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The Disappearing Legacy of the CCC: Spike Camps and missing material culture at Mount Rainier

Author(s): Theodore Charles

Year: 2014

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Summary

During recent years, the Civilian Conservation Corps has become increasingly present in archaeological studies across the United States. Beginning in the spring of 2011, the National Park Service began a study of the Civilian Conservation Corps and their operations at Mount Rainier National Park from 1933-1941. Their history and the role of the program at Mount Rainier had immense impacts on both the environment and the present day management of federal lands. Extensive testing was done on Carbon River camp NP-5 along the confluence of the Ipsut Creek during the summer of 2011, which correlates with similar archaeological results made across the country. The lack of artifacts at large camps illustrates the importance of small isolate work camps in understanding the men working with the CCC.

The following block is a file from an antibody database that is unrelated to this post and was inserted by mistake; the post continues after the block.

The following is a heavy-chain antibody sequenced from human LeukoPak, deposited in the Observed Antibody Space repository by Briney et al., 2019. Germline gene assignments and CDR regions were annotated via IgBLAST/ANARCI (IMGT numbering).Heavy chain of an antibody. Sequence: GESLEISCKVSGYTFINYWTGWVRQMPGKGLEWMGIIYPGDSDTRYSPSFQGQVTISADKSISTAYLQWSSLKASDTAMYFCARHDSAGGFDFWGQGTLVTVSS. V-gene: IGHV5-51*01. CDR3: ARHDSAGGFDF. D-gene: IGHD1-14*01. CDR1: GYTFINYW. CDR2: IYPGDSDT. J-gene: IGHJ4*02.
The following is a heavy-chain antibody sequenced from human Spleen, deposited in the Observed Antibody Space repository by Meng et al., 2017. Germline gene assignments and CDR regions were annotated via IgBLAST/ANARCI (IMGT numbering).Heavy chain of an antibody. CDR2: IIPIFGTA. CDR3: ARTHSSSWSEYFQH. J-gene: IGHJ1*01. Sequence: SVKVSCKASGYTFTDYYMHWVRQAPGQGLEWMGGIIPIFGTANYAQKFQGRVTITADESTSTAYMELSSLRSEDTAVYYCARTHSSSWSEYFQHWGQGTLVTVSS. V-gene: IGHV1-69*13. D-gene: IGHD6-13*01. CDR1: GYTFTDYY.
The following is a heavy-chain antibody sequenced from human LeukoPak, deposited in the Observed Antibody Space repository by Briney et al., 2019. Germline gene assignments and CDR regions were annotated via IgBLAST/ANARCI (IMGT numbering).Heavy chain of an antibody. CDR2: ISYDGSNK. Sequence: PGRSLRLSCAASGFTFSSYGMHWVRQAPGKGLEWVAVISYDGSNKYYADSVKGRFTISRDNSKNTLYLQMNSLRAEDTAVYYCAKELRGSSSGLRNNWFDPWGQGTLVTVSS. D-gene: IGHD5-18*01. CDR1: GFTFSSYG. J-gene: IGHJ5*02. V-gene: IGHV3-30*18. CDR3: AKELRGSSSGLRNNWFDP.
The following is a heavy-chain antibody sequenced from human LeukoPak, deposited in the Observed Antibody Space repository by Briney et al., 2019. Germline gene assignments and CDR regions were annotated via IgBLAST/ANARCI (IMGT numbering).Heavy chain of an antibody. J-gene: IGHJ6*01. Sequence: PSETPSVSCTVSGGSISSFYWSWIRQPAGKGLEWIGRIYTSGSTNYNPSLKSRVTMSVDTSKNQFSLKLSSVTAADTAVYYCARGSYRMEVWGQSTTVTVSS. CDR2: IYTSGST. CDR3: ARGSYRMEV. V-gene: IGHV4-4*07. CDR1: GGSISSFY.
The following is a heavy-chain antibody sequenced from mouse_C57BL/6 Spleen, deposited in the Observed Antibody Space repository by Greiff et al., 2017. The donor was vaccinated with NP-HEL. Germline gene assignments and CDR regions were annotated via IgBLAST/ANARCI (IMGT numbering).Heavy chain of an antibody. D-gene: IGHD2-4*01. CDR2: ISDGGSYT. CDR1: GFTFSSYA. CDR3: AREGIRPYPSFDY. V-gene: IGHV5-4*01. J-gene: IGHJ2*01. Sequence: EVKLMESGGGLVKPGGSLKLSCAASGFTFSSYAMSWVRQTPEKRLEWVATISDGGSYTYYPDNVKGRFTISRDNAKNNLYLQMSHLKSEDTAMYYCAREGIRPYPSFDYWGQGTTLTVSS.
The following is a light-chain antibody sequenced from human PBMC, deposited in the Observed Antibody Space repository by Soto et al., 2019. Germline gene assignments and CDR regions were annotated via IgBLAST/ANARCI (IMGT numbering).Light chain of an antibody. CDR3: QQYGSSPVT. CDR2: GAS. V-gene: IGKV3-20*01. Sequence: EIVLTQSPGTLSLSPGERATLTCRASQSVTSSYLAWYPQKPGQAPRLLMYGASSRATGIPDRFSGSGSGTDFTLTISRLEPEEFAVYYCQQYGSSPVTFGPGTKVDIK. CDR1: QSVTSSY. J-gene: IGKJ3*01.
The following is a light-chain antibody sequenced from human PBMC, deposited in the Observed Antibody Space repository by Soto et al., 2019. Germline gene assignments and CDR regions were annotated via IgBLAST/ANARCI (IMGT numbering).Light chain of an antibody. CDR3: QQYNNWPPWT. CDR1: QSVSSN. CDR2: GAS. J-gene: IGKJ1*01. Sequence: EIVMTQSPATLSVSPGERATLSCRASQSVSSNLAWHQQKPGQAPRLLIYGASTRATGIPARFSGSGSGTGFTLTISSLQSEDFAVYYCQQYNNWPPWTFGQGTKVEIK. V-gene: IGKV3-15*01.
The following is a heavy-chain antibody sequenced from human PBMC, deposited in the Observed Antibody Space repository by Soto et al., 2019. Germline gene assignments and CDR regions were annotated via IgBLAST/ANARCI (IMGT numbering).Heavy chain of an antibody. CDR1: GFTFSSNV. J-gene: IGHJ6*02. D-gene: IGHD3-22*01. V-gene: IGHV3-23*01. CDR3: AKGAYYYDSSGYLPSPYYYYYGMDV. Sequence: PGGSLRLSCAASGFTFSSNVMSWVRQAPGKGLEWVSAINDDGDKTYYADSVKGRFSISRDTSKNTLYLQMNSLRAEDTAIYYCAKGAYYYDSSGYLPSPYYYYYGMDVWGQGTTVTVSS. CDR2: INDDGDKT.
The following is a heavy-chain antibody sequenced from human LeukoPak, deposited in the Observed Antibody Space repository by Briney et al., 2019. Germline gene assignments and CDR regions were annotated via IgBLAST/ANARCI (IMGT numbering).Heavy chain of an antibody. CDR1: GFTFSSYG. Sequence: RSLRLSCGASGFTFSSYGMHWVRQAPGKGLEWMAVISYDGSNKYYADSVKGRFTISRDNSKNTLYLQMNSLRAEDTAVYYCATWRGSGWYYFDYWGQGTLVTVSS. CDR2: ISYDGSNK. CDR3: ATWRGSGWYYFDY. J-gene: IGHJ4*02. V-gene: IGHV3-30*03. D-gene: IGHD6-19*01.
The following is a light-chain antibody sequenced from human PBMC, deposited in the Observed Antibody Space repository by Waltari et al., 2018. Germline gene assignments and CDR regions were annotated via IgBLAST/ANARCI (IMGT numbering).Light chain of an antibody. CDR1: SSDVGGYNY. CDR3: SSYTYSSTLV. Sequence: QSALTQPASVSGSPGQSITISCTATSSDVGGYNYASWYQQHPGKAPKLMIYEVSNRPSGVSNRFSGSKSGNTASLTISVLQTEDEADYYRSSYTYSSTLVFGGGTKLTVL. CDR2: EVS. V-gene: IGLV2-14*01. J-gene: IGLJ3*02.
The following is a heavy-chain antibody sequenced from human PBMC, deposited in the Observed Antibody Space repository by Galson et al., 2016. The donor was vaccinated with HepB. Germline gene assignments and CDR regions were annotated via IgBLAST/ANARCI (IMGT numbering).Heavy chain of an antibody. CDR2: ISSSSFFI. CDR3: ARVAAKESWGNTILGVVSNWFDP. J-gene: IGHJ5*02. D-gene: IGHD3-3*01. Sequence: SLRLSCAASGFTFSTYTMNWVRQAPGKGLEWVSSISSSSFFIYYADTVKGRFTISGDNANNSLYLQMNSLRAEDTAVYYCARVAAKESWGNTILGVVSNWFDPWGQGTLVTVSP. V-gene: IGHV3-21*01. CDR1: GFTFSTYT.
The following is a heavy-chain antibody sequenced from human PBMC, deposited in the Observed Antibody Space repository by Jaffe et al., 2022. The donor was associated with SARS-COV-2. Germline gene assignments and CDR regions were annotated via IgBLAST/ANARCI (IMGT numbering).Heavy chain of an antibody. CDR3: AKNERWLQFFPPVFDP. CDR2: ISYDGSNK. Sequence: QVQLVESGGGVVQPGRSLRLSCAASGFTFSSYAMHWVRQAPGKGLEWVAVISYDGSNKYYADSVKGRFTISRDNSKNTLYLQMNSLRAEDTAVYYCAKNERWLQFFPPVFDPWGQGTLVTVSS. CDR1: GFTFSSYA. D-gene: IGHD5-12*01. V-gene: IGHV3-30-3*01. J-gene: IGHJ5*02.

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The Disappearing Legacy of the CCC: Spike Camps and missing material culture at Mount Rainier. Theodore Charles. Presented at Society for Historical Archaeology, Quebec City, Quebec, Canada. 2014 ( tDAR id: 437071)


Record Identifiers

PaperId(s): SYM-53,02

Arizona State University The Andrew W. Mellon Foundation National Science Foundation National Endowment for the Humanities Society for American Archaeology Archaeological Institute of America